Results: Seventeen patients (mean age 83.95±5.84) developed retinal pigment epithelium tears. The incidence rate was 0.4%. Fibrovascular pigment epithelium detachment (PED) was previously observed in all cases. In 88 % (15/17) of AMD patients that had a RPE tear, PED height was found to be less than 400 microns at presentation. In 5 of 7 patients with RPE tear grade <4, continuing of anti-VEGF treatment resulted to improvement of visual acuity.

Conclusion: Critical risk factors for RPE tears are presence of PED as well as advanced age. Visual improvement appears to depend more on the extent and location of the RPE tear and less on the PED height.
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http://dx.doi.org/10.2174/1874364101408010101DOI Listing
http://www.ncbi.nlm.nih.gov/pmc/articles/PMC4319202PMC
February 2015

Successful treatment of retinal angiomatous proliferation with intravitreal triamcinolone and ranibizumab injections in a 67-year-old male.

Case Rep Ophthalmol 2014 Sep 26;5(3):392-9. Epub 2014 Nov 26.

Eye Department, Northampton General Hospital, Northampton, UK.

A 67-year-old male who presented to the eye casualty department with deterioration in his vision was diagnosed with retinal angiomatous proliferation. After initial deterioration with ranibizumab intravitreal injections, we have demonstrated successful treatment and stabilised vision with ranibizumab and a single intravitreal triamcinolone injection. Stringent follow-up and top-up ranibizumab injections have stabilised his vision and have shown foveal improvement on optical coherence tomography imaging.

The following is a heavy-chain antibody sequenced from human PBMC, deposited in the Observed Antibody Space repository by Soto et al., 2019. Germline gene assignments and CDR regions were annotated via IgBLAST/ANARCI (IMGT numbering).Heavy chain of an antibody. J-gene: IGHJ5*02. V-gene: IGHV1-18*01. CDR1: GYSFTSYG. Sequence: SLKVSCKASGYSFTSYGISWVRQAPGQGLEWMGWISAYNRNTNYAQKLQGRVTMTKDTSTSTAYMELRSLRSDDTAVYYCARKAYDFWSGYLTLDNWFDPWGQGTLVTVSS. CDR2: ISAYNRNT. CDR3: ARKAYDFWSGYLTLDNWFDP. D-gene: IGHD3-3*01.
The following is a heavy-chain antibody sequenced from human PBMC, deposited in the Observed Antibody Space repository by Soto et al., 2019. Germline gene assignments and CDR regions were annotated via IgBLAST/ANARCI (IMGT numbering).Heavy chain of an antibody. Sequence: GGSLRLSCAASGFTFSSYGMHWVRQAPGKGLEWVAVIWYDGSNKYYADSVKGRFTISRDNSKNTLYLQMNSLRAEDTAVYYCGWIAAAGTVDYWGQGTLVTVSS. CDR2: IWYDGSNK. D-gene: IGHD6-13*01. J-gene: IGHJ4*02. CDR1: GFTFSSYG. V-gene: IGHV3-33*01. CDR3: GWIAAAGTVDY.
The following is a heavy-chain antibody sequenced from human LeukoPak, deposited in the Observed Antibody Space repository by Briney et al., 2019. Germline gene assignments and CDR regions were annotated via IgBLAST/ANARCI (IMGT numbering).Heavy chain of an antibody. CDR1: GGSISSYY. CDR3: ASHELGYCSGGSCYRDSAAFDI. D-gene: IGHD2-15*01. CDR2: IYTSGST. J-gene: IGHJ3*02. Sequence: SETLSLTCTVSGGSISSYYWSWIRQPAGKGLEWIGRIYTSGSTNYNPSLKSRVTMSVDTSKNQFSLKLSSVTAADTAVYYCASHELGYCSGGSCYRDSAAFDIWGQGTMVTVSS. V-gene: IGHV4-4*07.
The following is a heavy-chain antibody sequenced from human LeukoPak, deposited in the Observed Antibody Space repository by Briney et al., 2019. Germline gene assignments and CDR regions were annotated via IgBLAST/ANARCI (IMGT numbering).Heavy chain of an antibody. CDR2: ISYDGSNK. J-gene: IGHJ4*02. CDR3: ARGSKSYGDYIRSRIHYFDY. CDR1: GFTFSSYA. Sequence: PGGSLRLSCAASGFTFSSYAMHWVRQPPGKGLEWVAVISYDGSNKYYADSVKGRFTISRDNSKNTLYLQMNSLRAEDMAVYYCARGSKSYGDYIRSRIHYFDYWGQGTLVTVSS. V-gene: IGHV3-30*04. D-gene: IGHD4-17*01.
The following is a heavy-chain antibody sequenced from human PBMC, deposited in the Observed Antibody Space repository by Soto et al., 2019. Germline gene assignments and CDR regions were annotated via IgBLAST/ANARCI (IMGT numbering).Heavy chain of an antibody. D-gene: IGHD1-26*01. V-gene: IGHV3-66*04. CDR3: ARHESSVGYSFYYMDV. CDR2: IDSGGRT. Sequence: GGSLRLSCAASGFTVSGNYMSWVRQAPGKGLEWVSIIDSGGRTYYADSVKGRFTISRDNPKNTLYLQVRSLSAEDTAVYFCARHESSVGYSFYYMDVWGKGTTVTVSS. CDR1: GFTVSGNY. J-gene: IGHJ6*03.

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http://dx.doi.org/10.1159/000369611DOI Listing
http://www.ncbi.nlm.nih.gov/pmc/articles/PMC4280470PMC
September 2014

Selective Laser Trabeculoplasty in Pseudophakic Glaucoma.

Ophthalmic Surg Lasers Imaging 2010 Mar 9:1-2. Epub 2010 Mar 9.

Glaucoma following cataract operation is more common when complications occur during surgery. Patients who had posterior capsule rupture during cataract surgery usually have a prolonged intraoperative time and manipulation. In such cases, secondary glaucoma may develop due to chronic trabecular damage and prolong topical steroid use. It is usually treated with topical anti-glaucoma medication or surgery. Recently selective laser trabeculoplasty (SLT) has emerged as a relatively new, safe and effective treatment modality. Three cases of pseudophakic secondary glaucoma following complicated cataract surgery treated successfully with 180 degrees SLT treatment are presented. Case 1 responded well to SLT during 5-year available follow-up, along with reduction in topical anti-glaucoma medication. In Cases 2 and 3, SLT was used as adjunctive to topical anti-glaucoma medication and target intra ocular pressure (IOP) was maintained for 4 and 2 years of available follow-up, respectively. To our best knowledge this is the first case series where SLT has been shown effective in cases of pseudophakic secondary glaucoma.